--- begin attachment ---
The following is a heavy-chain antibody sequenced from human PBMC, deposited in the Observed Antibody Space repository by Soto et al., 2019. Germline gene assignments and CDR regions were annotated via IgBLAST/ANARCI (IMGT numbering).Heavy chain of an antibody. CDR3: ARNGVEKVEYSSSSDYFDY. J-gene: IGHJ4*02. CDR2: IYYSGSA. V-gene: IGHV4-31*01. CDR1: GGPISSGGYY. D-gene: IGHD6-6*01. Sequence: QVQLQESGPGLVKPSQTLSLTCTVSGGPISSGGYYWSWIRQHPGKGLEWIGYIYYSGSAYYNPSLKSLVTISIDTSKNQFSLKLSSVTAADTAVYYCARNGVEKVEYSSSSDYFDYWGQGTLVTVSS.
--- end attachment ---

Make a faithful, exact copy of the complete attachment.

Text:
The following is a heavy-chain antibody sequenced from human PBMC, deposited in the Observed Antibody Space repository by Soto et al., 2019. Germline gene assignments and CDR regions were annotated via IgBLAST/ANARCI (IMGT numbering).Heavy chain of an antibody. CDR3: ARNGVEKVEYSSSSDYFDY. J-gene: IGHJ4*02. CDR2: IYYSGSA. V-gene: IGHV4-31*01. CDR1: GGPISSGGYY. D-gene: IGHD6-6*01. Sequence: QVQLQESGPGLVKPSQTLSLTCTVSGGPISSGGYYWSWIRQHPGKGLEWIGYIYYSGSAYYNPSLKSLVTISIDTSKNQFSLKLSSVTAADTAVYYCARNGVEKVEYSSSSDYFDYWGQGTLVTVSS.